One issue that all river travelers must face is security of their person and their goods. At a personal level, we never felt threatened in any way by anyone we met. Maybe we were lucky or maybe that is just the way it is along the river. There might be unsafe locations along the river, particularly in settled areas; as always, be aware of your surroundings and if things don’t feel right, leave.
Security for your boat and equipment is another matter. Here we experienced a problem for which we never found a completely satisfactory solution. We had read stories before we left of river travelers who have had gear or worse yet, their boats, stolen during their trip. In three towns, Saint Cloud, New Madrid, Caruthersville, we heard from locals that a river traveler’s canoe or kayak had been stolen in the area. In 2014 we know of at least three paddlers who had some gear stolen. We elected to always leave one of us with our gear unless we were absolutely sure we had a safe place for the boat such as a staffed marina, campground, somebody’s yard, or at a ramp where locals were present and willing to watch the boat while we were away. Solo paddlers often hide and lock boats in the brush, away from public boat ramps and other places people are likely to be.
Our approach limited what we could do on shore. We did not take off together to visit stores, restaurants, parks, museums and so forth unless the boat was, in our belief, truly secure. In many places this meant only one of could leave the boat. Paranoid yes, but the risk of losing the boat and thus the trip outweighed the obvious disadvantages of our solution. For us, this was probably to most significant downside of the trip and we wish we could offer a better solution.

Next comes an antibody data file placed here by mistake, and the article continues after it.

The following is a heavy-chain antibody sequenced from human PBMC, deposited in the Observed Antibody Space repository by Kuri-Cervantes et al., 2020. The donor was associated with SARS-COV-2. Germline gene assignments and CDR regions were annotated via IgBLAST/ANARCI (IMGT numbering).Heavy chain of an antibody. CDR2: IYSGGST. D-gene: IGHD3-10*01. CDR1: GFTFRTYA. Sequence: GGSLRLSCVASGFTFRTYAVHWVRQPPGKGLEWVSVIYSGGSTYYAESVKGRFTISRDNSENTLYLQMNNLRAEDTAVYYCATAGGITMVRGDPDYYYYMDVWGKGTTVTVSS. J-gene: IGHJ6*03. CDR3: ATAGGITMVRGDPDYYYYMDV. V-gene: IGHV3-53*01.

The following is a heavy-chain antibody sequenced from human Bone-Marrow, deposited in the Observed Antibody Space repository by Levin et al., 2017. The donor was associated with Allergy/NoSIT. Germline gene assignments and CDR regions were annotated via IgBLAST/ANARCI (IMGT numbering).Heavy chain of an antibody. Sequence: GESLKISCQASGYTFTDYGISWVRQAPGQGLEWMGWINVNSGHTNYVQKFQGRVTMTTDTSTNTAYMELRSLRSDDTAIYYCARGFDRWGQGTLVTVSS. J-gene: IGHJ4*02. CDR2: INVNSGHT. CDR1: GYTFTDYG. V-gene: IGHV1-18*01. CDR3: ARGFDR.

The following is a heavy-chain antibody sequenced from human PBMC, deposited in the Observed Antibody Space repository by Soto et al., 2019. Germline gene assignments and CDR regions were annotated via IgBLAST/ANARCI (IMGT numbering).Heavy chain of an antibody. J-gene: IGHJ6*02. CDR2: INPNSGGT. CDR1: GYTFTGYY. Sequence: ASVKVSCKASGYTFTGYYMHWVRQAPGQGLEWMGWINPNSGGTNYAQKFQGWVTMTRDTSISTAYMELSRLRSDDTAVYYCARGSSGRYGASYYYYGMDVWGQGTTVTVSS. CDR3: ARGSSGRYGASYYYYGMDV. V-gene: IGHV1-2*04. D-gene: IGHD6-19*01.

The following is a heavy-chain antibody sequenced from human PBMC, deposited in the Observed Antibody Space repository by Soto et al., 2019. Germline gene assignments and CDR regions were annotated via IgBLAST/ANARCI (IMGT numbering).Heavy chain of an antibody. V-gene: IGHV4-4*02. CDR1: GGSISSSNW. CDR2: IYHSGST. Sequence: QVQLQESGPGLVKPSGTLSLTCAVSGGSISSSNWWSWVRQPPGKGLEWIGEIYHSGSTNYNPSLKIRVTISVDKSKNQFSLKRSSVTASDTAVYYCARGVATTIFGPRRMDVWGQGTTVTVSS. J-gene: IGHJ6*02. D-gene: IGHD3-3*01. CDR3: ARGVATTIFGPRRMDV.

We met only four other individuals or couples on long distance paddling trips of one kind or another. We heard about other paddlers from people on shore and found websites for a couple of them. We passed at least one group but never saw them; the river is big and people stop at different times and places. Reading other traveler’s blogs, we have learned that people do run into each other on occasion and sometimes elect to paddle together for periods of time.
People Along the River
We found one of the best parts of the trip was meeting people along the river. Almost everyone we ran into was enthusiastic, friendly and interested in what we were doing. Many immediately offered us help: food, showers, places to stay, transportation to stores and so forth. Their spontaneous generosity was both unexpected and greatly appreciated. Long-distance hikers call these people “Trail Angels”; we called them “River Angles”. In reading other paddler’s trip reports and blogs, we learned our experiences were not unique. Trip reports from many other paddlers report the same thing happened to them time after time during their journeys. Although most of our assistance was serendipitous, we learned late in our trip that by posting on either the Mississippi River Paddlers or Lower Mississippi River Paddlers Facebook groups, you may also get offers of assistance from people who live along the river.